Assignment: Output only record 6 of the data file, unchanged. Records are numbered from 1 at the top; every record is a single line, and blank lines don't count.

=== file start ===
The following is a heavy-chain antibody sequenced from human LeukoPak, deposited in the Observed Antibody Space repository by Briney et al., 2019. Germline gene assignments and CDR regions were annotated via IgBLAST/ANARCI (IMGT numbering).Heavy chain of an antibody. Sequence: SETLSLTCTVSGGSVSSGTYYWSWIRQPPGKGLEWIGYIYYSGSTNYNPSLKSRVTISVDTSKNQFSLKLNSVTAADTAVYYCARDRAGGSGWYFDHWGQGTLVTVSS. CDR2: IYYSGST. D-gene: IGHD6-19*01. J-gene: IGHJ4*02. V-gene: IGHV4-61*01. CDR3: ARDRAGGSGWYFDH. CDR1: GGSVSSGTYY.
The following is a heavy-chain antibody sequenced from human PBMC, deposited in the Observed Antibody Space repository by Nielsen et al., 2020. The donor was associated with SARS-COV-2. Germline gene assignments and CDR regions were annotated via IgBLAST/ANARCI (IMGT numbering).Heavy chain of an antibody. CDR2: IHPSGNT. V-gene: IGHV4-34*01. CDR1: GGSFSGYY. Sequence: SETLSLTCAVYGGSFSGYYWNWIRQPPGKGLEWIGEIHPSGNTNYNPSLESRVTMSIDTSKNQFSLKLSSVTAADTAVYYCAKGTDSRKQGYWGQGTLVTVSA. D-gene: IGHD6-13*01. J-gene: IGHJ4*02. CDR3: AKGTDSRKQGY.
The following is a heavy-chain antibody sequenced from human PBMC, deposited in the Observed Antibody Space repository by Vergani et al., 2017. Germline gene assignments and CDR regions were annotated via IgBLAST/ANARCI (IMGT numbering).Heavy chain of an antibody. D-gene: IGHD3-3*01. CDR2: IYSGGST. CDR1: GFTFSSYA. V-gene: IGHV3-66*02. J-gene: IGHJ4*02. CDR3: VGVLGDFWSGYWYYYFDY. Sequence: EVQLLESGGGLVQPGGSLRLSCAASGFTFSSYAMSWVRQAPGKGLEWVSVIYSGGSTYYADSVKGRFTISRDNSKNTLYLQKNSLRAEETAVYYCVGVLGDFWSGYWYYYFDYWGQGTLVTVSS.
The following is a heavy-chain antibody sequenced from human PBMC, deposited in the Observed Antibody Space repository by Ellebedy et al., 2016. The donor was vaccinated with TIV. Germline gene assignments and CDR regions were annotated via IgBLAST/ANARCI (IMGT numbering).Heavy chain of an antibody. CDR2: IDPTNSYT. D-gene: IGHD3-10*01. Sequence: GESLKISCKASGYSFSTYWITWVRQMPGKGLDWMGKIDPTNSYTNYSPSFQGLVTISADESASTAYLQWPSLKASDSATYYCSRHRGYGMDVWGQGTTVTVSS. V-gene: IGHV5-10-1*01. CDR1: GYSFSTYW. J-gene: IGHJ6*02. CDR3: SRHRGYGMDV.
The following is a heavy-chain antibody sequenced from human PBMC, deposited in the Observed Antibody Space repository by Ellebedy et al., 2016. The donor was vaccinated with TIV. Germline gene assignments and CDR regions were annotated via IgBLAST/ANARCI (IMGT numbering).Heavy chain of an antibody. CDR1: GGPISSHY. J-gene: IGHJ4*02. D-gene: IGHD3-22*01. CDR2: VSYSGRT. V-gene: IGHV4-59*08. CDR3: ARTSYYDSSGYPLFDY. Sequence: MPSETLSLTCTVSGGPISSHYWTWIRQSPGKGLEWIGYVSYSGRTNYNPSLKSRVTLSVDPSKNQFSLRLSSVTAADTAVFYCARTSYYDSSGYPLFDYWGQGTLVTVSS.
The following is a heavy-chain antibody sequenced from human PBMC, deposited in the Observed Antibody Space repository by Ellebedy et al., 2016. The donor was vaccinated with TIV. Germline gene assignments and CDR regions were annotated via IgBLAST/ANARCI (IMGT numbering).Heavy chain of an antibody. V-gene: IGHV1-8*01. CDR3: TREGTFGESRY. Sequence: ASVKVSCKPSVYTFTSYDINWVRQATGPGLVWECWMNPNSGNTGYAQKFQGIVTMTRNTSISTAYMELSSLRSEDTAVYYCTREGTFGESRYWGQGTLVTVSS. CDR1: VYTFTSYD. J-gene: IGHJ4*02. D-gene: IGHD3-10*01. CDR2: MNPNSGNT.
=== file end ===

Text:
The following is a heavy-chain antibody sequenced from human PBMC, deposited in the Observed Antibody Space repository by Ellebedy et al., 2016. The donor was vaccinated with TIV. Germline gene assignments and CDR regions were annotated via IgBLAST/ANARCI (IMGT numbering).Heavy chain of an antibody. V-gene: IGHV1-8*01. CDR3: TREGTFGESRY. Sequence: ASVKVSCKPSVYTFTSYDINWVRQATGPGLVWECWMNPNSGNTGYAQKFQGIVTMTRNTSISTAYMELSSLRSEDTAVYYCTREGTFGESRYWGQGTLVTVSS. CDR1: VYTFTSYD. J-gene: IGHJ4*02. D-gene: IGHD3-10*01. CDR2: MNPNSGNT.